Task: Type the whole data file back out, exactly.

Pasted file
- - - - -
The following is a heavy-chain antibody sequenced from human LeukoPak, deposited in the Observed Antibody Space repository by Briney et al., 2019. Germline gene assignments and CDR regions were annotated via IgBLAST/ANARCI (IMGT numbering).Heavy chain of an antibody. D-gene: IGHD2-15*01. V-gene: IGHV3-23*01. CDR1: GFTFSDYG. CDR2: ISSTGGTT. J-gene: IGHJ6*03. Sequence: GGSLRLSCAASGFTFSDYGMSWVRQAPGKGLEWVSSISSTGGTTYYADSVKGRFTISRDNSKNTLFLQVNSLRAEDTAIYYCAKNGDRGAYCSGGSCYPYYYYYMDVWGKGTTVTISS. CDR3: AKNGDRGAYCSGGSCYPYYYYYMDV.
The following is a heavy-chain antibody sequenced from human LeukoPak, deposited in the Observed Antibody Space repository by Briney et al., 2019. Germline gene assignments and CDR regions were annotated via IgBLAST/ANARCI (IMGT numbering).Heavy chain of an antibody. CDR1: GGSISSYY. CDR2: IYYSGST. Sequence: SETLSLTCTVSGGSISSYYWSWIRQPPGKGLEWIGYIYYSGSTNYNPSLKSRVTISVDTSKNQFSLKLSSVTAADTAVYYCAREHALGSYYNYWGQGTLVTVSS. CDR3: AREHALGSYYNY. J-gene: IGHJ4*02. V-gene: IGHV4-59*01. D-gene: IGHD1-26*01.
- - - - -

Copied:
The following is a heavy-chain antibody sequenced from human LeukoPak, deposited in the Observed Antibody Space repository by Briney et al., 2019. Germline gene assignments and CDR regions were annotated via IgBLAST/ANARCI (IMGT numbering).Heavy chain of an antibody. D-gene: IGHD2-15*01. V-gene: IGHV3-23*01. CDR1: GFTFSDYG. CDR2: ISSTGGTT. J-gene: IGHJ6*03. Sequence: GGSLRLSCAASGFTFSDYGMSWVRQAPGKGLEWVSSISSTGGTTYYADSVKGRFTISRDNSKNTLFLQVNSLRAEDTAIYYCAKNGDRGAYCSGGSCYPYYYYYMDVWGKGTTVTISS. CDR3: AKNGDRGAYCSGGSCYPYYYYYMDV.
The following is a heavy-chain antibody sequenced from human LeukoPak, deposited in the Observed Antibody Space repository by Briney et al., 2019. Germline gene assignments and CDR regions were annotated via IgBLAST/ANARCI (IMGT numbering).Heavy chain of an antibody. CDR1: GGSISSYY. CDR2: IYYSGST. Sequence: SETLSLTCTVSGGSISSYYWSWIRQPPGKGLEWIGYIYYSGSTNYNPSLKSRVTISVDTSKNQFSLKLSSVTAADTAVYYCAREHALGSYYNYWGQGTLVTVSS. CDR3: AREHALGSYYNY. J-gene: IGHJ4*02. V-gene: IGHV4-59*01. D-gene: IGHD1-26*01.